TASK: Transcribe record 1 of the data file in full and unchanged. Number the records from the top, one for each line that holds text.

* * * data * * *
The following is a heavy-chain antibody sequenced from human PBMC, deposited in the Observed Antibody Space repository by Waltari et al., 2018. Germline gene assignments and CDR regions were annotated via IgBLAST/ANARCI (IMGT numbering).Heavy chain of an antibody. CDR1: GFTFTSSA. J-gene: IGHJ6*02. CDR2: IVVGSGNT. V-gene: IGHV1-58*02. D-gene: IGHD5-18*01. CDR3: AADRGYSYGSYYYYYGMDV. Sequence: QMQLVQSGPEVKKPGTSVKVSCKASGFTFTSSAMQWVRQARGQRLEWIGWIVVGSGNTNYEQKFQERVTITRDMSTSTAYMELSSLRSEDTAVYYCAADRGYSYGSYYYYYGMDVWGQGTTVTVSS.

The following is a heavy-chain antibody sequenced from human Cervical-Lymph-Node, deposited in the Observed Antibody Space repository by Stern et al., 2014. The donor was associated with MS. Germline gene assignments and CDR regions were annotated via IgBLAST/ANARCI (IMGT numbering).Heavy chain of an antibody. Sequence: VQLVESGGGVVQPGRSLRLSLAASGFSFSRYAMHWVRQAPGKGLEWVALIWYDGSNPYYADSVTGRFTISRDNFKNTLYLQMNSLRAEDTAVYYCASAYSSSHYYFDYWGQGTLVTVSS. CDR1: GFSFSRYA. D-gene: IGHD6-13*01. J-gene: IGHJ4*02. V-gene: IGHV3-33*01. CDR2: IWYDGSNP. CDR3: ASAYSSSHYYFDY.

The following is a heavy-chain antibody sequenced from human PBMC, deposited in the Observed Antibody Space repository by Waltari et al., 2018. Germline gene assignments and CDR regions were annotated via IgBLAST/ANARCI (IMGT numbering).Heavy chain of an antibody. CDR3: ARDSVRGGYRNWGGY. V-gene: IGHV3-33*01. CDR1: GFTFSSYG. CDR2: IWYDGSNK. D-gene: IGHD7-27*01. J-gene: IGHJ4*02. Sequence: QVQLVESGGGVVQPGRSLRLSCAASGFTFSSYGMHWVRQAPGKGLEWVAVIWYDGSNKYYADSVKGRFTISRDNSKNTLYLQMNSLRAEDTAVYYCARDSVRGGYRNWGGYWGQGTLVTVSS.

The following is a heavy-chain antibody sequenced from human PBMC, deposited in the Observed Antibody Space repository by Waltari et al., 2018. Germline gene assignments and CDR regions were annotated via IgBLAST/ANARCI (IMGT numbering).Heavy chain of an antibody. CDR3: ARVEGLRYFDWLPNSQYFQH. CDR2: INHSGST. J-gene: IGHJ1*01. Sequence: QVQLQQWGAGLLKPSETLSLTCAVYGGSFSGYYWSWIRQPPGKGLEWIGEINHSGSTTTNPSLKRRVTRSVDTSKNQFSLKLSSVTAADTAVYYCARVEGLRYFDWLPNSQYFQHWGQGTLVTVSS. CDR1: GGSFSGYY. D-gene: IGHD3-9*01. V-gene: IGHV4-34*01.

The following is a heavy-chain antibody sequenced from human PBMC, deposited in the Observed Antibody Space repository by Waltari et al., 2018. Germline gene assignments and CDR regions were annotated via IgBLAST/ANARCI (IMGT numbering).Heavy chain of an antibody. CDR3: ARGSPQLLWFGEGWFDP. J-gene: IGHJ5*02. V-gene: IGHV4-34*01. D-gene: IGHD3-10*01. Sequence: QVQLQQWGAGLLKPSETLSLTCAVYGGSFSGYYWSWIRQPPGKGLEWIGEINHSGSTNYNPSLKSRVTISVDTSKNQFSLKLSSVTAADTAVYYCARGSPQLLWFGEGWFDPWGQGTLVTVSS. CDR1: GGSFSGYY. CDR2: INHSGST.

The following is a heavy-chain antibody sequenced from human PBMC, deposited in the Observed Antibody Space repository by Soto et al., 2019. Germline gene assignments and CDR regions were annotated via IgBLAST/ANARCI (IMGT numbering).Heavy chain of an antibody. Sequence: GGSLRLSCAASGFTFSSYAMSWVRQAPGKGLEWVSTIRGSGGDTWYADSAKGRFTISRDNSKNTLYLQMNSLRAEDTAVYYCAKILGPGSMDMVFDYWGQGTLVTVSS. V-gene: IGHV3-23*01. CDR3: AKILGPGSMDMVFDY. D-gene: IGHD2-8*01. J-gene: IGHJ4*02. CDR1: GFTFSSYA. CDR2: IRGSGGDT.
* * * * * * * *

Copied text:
The following is a heavy-chain antibody sequenced from human PBMC, deposited in the Observed Antibody Space repository by Waltari et al., 2018. Germline gene assignments and CDR regions were annotated via IgBLAST/ANARCI (IMGT numbering).Heavy chain of an antibody. CDR1: GFTFTSSA. J-gene: IGHJ6*02. CDR2: IVVGSGNT. V-gene: IGHV1-58*02. D-gene: IGHD5-18*01. CDR3: AADRGYSYGSYYYYYGMDV. Sequence: QMQLVQSGPEVKKPGTSVKVSCKASGFTFTSSAMQWVRQARGQRLEWIGWIVVGSGNTNYEQKFQERVTITRDMSTSTAYMELSSLRSEDTAVYYCAADRGYSYGSYYYYYGMDVWGQGTTVTVSS.